# Re: predictive parsing and non-recursive predictive parsing

## Gene <gene.ressler@gmail.com>

Wed, 25 Jun 2008 17:31:27 -0700 (PDT)

*From comp.compilers*

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**From: ** | Gene <gene.ressler@gmail.com> |

**Newsgroups: ** | comp.compilers |

**Date: ** | Wed, 25 Jun 2008 17:31:27 -0700 (PDT) |

**Organization: ** | Compilers Central |

**References: ** | 08-06-053 08-06-056 |

**Keywords: ** | parse |

**Posted-Date: ** | 25 Jun 2008 20:57:37 EDT |

On Jun 24, 4:13 am, torb...@pc-003.diku.dk (Torben Fgidius Mogensen)

wrote:

*> unix...@gmail.com writes:*

*> > .... On the other hand, recursive predictive*

*> > parsing is very easy to understand. I understand non-recursive calls*

*> > have a better performance than recursive one. Is this the only reason?*

*>*

*> In principle, you also need to construct FIRST and FOLLOW sets to use*

*> deterministic recursive predictive parsing (aka recursive descent).*

*>*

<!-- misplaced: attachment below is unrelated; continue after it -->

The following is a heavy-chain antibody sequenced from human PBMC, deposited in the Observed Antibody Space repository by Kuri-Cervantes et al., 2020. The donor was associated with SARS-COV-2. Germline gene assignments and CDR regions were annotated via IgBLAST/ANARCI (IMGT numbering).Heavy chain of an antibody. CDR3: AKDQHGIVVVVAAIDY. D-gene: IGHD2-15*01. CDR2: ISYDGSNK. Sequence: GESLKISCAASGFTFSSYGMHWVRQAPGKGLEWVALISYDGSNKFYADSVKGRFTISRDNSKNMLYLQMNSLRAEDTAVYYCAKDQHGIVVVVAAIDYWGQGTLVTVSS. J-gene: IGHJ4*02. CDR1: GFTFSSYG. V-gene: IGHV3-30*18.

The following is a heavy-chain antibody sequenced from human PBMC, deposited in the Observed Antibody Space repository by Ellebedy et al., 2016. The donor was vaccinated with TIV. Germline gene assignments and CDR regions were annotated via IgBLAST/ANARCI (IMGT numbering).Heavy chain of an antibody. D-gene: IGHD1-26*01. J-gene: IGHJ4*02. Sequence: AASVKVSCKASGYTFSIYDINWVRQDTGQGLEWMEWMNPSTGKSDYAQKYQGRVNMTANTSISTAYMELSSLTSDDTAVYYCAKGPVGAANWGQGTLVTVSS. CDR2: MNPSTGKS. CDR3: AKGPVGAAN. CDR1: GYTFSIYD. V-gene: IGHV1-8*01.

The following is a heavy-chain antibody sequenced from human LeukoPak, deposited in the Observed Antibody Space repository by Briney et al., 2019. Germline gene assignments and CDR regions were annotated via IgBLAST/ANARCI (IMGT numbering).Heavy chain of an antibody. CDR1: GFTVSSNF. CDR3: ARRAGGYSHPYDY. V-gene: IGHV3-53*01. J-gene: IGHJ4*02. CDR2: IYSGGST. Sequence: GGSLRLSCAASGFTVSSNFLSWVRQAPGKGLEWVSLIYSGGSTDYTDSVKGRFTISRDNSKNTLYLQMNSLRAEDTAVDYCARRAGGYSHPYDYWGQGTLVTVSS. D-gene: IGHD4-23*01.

*> If there are no empty productions, you don't need FOLLOW and if all*

*> productions for the same nonterminal start with different terminal*

*> symbols, FIRST is trivial, so in these cases you can write recursive*

*> descent parsers very easily. But in the very same cases, construction*

*> of LL(1) parse tables is also very easy. For more complicated cases,*

*> you do need to calculate FIRST and FOLLOW even for recursive descent*

*> -- at least if you want to avoid backtracking.*

*>*

*> Table-driven LL(1) is no faster than recursive descent, and it can be*

*> slower in some cases. But tables can be made fairly compact, so*

*> table-driven parsers can be smaller. Also, tables are slightly easier*

*> to generate than programs.*

The common predictive algorithms are LL and LR. You can draw a table

with LL and LR on one axis, Recursive and Explicit Stack on the other.

The two squares in the LL column are discussed in most textbooks, and

also the LR-Explicit Stack box. The last box LR- Recursive is not

usually covered. But there is a less-known, elegant recursive

formulation for LR parsers as well. Google "recursive LR parser" for

a few papers.

Recursive formulations tend to be more readable to humans. Tables and

explicit stacks tend to be more ammenable to automatic generation from

a grammar. An explicit stack might make debugging, animation and

error recovery codes a little simpler and more efficient. That's

about it. Performance differences are marginal: unlikely to matter.

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